Well, I went to go power up my trusty old Kenwood TS-930S HF Radio tonight and was surprised by a continuous tone from the speaker and no readout on the display. I could still hear some RF, but it seems none of the controls are working and the radio is not happy at all.
I've done some digging already, and it seems it's something like a PLL unlock or something, but I won't know for sure until I dig into it further.
So, now I have a dilemma. I am perfectly capable of fixing it. I already have all of the schematics, service manuals, and whatnot. But, doing so will be a tremendous investment in time and at high risk since some of the parts on this radio (such as the transistors used in the final amplifier) simply cannot be bought anymore.
Also, I may end up putting 20-40 hours of time and a few hundred bucks into this radio and not having it work when all is said and done.
So, I'm shopping for a new radio. I don't really like newer radios, however, because they are somewhat contrary to the spirit of Amateur Radio. See, we're supposed to be able to tinker with our radios, but in the modern age of complex processors, proprietary software, intellectual property secrecy and paranoia, and such, it is nearly impossible for people to work on their own radios, which leads to massive repair bills when things go wrong. I have the knowledge and ability, but not access to the custom software and firmware used in modern radios.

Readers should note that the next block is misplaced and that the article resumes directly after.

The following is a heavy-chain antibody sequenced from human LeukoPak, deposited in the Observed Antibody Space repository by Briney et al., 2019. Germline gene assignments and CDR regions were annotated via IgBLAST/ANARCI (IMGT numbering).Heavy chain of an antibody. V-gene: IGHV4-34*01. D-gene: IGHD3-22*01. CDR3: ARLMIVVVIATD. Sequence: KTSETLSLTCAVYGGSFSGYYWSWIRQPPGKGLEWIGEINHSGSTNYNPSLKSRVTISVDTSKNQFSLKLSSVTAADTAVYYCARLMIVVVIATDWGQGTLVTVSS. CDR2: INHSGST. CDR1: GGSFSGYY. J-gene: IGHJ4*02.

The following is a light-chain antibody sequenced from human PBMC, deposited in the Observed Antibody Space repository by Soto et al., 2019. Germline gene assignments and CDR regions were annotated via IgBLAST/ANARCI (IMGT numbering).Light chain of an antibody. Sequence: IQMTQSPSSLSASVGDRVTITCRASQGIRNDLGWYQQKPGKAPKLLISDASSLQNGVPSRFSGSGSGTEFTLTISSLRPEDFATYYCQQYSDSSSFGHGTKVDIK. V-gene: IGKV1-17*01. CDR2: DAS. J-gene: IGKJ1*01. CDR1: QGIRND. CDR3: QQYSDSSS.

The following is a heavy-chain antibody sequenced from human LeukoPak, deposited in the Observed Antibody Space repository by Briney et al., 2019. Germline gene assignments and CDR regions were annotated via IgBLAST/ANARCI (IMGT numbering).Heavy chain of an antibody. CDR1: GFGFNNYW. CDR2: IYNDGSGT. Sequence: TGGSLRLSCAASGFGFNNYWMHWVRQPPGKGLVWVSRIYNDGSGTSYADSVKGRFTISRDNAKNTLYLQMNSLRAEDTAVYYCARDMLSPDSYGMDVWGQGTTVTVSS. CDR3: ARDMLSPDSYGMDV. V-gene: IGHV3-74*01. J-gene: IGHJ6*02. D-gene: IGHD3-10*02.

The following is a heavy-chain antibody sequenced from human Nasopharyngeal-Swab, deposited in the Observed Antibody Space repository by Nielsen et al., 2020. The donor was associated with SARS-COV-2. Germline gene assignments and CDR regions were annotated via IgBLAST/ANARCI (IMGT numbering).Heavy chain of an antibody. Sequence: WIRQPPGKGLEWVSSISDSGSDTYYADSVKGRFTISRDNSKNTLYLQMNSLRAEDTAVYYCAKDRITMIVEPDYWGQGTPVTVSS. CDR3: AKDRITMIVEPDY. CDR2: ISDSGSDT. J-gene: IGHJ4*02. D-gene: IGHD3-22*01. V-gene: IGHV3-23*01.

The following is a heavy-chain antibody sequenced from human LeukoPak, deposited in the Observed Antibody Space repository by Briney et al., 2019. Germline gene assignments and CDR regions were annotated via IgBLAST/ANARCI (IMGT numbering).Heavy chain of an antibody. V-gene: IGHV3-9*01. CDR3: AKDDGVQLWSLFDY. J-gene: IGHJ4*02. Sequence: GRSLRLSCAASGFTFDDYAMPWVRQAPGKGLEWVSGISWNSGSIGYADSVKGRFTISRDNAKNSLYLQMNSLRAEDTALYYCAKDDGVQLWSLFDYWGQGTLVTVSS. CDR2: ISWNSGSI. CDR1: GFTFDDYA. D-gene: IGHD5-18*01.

One of the other unfortunate things about modern amateur radios is that the receivers aren't half as good as they used to be. They certainly don't make them like they used to and even a $15,000 modern contest rig needs serious receiver DSP horsepower to perform not quite as well as a 20 year old Kenwood of 930/940/950 class. Some of these older radios, like the 950SDX, still sell on ebay for more than their original price for this very reason.
My choices are these: Either spend the 20-40 hours and up to $500 to fix this radio, or buy a new radio for about $1000 that has more features, but maybe not quite as good a receiver as this old radio has.
So, what's a ham to do? Your thoughts?